Cardiovascular Medicine Book



Aka: Reserpine, Serpasil
  1. See Also
    1. Peripheral Presynaptic Alpha Adrenergic Antagonist
    2. Sympathetic Nervous System
    3. Alpha Adrenergic Receptor
    4. Postsynaptic Alpha Adrenergic Antagonist (e.g. Prazosin)
    5. Guanethidine (Ismelin)
    6. Guanadrel (Hylorel)
  2. Background
    1. Limited use in modern medicine due to adverse effects
  3. Indications
    1. No modern day significant indications
    2. Prior use in mental health
    3. Prior use in Hypertension
      1. Typically used with Diuretic to counter fluid retention and augment Blood Pressure control
  4. Contraindications
    1. Congestive Heart Failure
    2. Asthma
    3. Chronic Bronchitis or COPD
    4. Peptic Ulcer Disease
    5. Concurrent MAO inhibitor Use
  5. Mechanism
    1. Alkaloid derived from Rauwolfia serpentine and Rauwolfia vomitoria
    2. Lipid soluble and crosses blood-brain barrier
      1. Results in sedation and allows for use in mental health, including as Antipsychotic
    3. Alpha adrenergic uptake inhibitor
      1. Depletes CNS and peripheral Catecholamine stores (Norepinephrine, Serotonin, Dopamine)
        1. Reserpine binds and inactivates Catecholamine pump on Neuron storage vessicles
        2. Catecholamines that fail to enter storage vessicles from cytoplasm, are destroyed (via monoamine oxidase)
        3. Peripheral Nerve terminals are depleted of Norepinephrine, Serotonin, Dopamine
        4. Results in decreased Catecholamine release on nerve depolarization
      2. Antihypertensive
        1. Decreases Peripheral Vascular Resistance
        2. Decreases Heart Rate
        3. Decreases Cardiac Output
  6. Pharmacokinetics
    1. Prolonged duration of effects
    2. High Bioavailability after oral ingestion
    3. Extensively metabolized
  7. Adverse Effects
    1. Increased Cholinergic effects ("SLUDGE + Killer B's")
      1. Parasympathetic predominance when Sympathetic System is blocked
      2. Bradycardia
      3. Bronchoconstriction
      4. Bronchorrhea
      5. Salivation
      6. Lacrimation
      7. Diarrhea
    2. Other effects
      1. Postural Hypotension
      2. Peptic Ulcers
      3. Sedation
      4. Suicidal Ideation
      5. Gynecomastia
  8. Drug Interactions
    1. MAO inhibitors
      1. Severe Hypertension
      2. Do not use Reserpine within 2 weeks of a MAO inhibitor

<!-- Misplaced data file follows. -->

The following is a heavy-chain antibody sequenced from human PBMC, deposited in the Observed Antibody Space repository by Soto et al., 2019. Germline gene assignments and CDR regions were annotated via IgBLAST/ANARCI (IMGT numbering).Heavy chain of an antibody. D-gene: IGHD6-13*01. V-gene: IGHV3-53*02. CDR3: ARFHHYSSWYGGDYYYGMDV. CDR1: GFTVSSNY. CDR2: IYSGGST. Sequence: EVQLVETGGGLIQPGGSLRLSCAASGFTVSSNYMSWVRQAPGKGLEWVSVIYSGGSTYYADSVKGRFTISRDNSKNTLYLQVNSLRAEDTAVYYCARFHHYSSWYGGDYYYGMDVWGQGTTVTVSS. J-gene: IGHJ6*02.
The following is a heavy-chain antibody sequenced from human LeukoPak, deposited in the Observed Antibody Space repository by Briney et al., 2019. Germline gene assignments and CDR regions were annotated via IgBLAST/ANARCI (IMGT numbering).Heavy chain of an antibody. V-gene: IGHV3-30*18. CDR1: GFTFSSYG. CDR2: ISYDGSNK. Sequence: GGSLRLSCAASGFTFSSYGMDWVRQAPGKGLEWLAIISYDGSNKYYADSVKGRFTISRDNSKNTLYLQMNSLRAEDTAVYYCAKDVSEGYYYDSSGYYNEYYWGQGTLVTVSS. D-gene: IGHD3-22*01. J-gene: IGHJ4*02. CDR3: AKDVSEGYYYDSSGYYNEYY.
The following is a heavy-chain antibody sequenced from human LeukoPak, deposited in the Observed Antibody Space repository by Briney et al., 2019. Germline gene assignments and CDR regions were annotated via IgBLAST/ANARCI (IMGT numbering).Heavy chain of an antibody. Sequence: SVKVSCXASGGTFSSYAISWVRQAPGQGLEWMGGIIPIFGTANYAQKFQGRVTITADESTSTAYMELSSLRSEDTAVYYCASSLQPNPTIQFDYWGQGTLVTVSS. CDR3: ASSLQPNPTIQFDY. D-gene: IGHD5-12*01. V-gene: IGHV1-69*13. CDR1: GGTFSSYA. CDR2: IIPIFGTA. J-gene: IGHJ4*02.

2. AV Nodal Blockers (e.g. Digitalis, Quinidine, Beta Blockers)
      1. Severe Bradycardia or Heart Block
    3. Direct Acting Catecholamines (e.g. Norepinephrine, Epinephrine)
      1. Reserpine significantly potentiates direct Catecholamine activity
    4. CNS Depressants
      1. Reserpine potentiates activity
    5. Antihypertensives
      1. Reserpine potentiates activity
  9. Safety
    1. Lactation: Avoid
    2. Pregnancy: Category C
  10. Dosing
    1. Start: 0.05 to 0.1 mg orally daily
    2. Max: 0.25 mg/day
  11. References
    1. Olson (2020) Clinical Pharmacology, MedMaster, Miami, p. 64-5
    2. Hamilton (2010) Tarascon Pocket Pharmacopeia, Jones and Bartlett, p. 76

Reserpine (C0035179)

Definition (NCI) An alkaloid, derived from the roots of Rauwolfia serpentine and vomitoria, and an adrenergic uptake inhibitor with antihypertensive effects. Reserpine is lipid soluble and can penetrate blood-brain barrier. This agent binds and inhibits catecholamine pump on the storage vesicles in central and peripheral adrenergic neurons, thereby inhibiting the uptake of norepinephrine, dopamine serotonin into presynaptic storage vesicles. This results in catecholamines and serotonin lingering in the cytoplasm where they are destroyed by intraneuronal monoamine oxidase, thereby causing the depletion of catecholamine and serotonin stores in central and peripheral nerve terminals. Depletion results in a lack of active transmitter discharge from nerve endings upon nerve depolarization, and consequently leads to a decreased heart rate and decreased arterial blood pressure as well as sedative effects.
Definition (MSH) An alkaloid found in the roots of Rauwolfia serpentina and R. vomitoria. Reserpine inhibits the uptake of norepinephrine into storage vesicles resulting in depletion of catecholamines and serotonin from central and peripheral axon terminals. It has been used as an antihypertensive and an antipsychotic as well as a research tool, but its adverse effects limit its clinical use.
Definition (CSP) alkaloid isolated from the root of Rauwolfia species, used as an antihypertensive and sedative.
Concepts Pharmacologic Substance (T121) , Organic Chemical (T109)
MSH D012110
SnomedCT 363523003, 387447004, 78379001
English Reserpine, Yohimban-16-carboxylic acid, 11,17-dimethoxy-18-((3,4,5-trimethoxybenzoyl)oxy)-, methyl ester, (3beta,16beta,17alpha,18beta,20alpha)-, (3beta,16beta,17alpha,18beta,20alpha)-11,17-Dimethoxy-18-[(3,4,5-trimethoxybenzoyl)oxy]yohimban-16-carboxylic Acid Methyl Ester, reserpine, reserpine (medication), Reserpine [Chemical/Ingredient], RESERPINE, Reserpine - chemical, Reserpine - chemical (substance), Reserpine (product), Reserpine (substance)
Swedish Reserpin
Czech reserpin
Finnish Reserpiini
Japanese レセルピン
Polish Rezerpina, Serpazyl
Spanish reserpina - sustancia química (sustancia), reserpina - sustancia química, reserpina (producto), reserpina (sustancia), reserpina, Reserpina
French Réserpine
German Reserpin
Italian Reserpina
Portuguese Reserpina
Derived from the NIH UMLS (Unified Medical Language System)

Serpasil (C0729168)

Concepts Organic Chemical (T109) , Pharmacologic Substance (T121)
MSH D012110
English Serpasil
Derived from the NIH UMLS (Unified Medical Language System)

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